Last week, I had the opportunity to visit Ai Weiwei’s exhibit at the Indianapolis Museum of Art. Unfortunately, the exhibit has now closed, but it was worth seeing. As you might know, Ai’s a very controversial artist, mainly focused on human rights and social change. For some reason, it struck me to take pictures of his work, and the guards encouraged it is a part of the exhibition because he wants to get the word out about the meaning of his work.

All of his artwork is created with a purpose and a message. Throughout school, I learned that that was what I needed to do as a graphic designer. When I’m creating a logo or designing another piece of marketing collateral, it’s not about simply “making something pretty,” but about the message that is being conveyed to its audience. It has a purpose, just like Ai’s art does. It’s about communicating the message appropriately and understandably. In order to do that, there are a variety of ways. From the typeface chosen to the colors used, even the imagery and shapes within the designs all has a purpose. Everything subconsciously gives off a meaning. It may differ from one person to the next, but the majority of the meaning of the image will remain. So what’s the main message people will get from your design? That’s what matters and that’s what needs to be demonstrated to your audience.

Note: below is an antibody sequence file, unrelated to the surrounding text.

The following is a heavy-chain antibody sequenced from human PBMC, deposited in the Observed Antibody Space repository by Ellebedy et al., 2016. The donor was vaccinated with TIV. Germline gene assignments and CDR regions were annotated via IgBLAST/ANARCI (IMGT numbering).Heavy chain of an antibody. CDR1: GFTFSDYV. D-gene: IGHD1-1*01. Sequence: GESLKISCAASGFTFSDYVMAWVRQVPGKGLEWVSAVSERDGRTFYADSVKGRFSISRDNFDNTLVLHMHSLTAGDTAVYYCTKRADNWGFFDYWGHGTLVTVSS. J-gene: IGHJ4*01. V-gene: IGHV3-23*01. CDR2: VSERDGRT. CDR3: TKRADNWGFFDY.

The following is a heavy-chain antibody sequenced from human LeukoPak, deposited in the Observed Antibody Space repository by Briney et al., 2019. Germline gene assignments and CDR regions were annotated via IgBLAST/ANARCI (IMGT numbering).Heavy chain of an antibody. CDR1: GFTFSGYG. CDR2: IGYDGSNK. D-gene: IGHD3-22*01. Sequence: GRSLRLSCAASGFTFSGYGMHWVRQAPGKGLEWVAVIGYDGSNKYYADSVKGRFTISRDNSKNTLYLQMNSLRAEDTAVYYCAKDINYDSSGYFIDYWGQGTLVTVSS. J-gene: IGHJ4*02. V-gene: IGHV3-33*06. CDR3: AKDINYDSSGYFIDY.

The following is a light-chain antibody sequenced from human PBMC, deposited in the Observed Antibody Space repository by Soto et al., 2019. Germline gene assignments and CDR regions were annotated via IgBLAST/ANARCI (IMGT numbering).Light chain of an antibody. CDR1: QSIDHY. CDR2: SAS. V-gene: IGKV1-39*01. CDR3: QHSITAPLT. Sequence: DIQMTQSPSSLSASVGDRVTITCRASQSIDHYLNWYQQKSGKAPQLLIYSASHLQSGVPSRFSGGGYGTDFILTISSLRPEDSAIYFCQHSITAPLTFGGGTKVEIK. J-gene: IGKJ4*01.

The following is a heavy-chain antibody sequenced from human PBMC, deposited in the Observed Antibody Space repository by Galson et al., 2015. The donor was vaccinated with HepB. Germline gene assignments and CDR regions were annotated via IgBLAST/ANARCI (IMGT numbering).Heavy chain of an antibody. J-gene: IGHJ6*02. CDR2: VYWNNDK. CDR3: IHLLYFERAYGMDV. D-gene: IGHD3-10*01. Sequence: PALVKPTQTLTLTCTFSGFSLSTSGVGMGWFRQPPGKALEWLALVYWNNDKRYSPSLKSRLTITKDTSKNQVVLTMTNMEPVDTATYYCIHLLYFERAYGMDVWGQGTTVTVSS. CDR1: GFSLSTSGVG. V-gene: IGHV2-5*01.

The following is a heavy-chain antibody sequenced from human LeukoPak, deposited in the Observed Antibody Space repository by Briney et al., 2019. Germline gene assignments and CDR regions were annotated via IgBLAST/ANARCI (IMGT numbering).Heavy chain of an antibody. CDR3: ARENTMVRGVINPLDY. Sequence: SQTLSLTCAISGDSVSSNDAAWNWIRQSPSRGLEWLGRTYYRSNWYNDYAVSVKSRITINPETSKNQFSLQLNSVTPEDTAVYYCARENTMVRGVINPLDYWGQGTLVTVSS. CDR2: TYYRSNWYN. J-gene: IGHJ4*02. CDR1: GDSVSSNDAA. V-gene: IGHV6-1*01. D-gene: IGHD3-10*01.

This being said, the thinking behind a design has to also fall in line with the messaging of other marketing techniques around it. Copy for a brochure can’t sound playful while the design looks dark and gloomy. No, they have to run alongside each other. In school, it was always one person writing and doing everything. Here at Roundpeg, it’s a mixture of everyone working together to get the same messaging across all platforms. This means being consistent with all marketing tactics, design included, and the easiest way to stay consistent with designing is to have a brand sheet and guidelines near for quick reference.

Why is this important? In order for your audience to digest the message, it needs to be consistent and understandable. Giving it meaning makes it even stronger. Ai’s exhibit curated to illustrate his thoughts and feelings towards government. It had this theme running throughout, and that’s what design should have too.